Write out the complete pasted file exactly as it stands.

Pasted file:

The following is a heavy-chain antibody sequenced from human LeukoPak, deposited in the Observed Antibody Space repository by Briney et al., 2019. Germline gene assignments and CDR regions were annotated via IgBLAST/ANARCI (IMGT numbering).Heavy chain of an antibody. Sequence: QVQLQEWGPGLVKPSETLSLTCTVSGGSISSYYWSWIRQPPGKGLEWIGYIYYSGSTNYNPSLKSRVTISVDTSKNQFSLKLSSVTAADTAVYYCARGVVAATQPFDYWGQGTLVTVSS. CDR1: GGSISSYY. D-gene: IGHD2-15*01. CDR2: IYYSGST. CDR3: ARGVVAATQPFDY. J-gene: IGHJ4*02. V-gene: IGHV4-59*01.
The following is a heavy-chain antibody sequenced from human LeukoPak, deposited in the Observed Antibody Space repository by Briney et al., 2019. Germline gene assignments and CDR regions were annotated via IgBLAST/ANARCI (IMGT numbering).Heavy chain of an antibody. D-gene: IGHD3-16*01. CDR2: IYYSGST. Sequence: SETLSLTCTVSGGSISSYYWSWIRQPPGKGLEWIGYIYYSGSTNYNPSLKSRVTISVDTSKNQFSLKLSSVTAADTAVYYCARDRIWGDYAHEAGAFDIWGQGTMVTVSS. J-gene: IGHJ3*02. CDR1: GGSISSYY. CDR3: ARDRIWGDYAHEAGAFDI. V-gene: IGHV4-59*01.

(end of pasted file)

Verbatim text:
The following is a heavy-chain antibody sequenced from human LeukoPak, deposited in the Observed Antibody Space repository by Briney et al., 2019. Germline gene assignments and CDR regions were annotated via IgBLAST/ANARCI (IMGT numbering).Heavy chain of an antibody. Sequence: QVQLQEWGPGLVKPSETLSLTCTVSGGSISSYYWSWIRQPPGKGLEWIGYIYYSGSTNYNPSLKSRVTISVDTSKNQFSLKLSSVTAADTAVYYCARGVVAATQPFDYWGQGTLVTVSS. CDR1: GGSISSYY. D-gene: IGHD2-15*01. CDR2: IYYSGST. CDR3: ARGVVAATQPFDY. J-gene: IGHJ4*02. V-gene: IGHV4-59*01.
The following is a heavy-chain antibody sequenced from human LeukoPak, deposited in the Observed Antibody Space repository by Briney et al., 2019. Germline gene assignments and CDR regions were annotated via IgBLAST/ANARCI (IMGT numbering).Heavy chain of an antibody. D-gene: IGHD3-16*01. CDR2: IYYSGST. Sequence: SETLSLTCTVSGGSISSYYWSWIRQPPGKGLEWIGYIYYSGSTNYNPSLKSRVTISVDTSKNQFSLKLSSVTAADTAVYYCARDRIWGDYAHEAGAFDIWGQGTMVTVSS. J-gene: IGHJ3*02. CDR1: GGSISSYY. CDR3: ARDRIWGDYAHEAGAFDI. V-gene: IGHV4-59*01.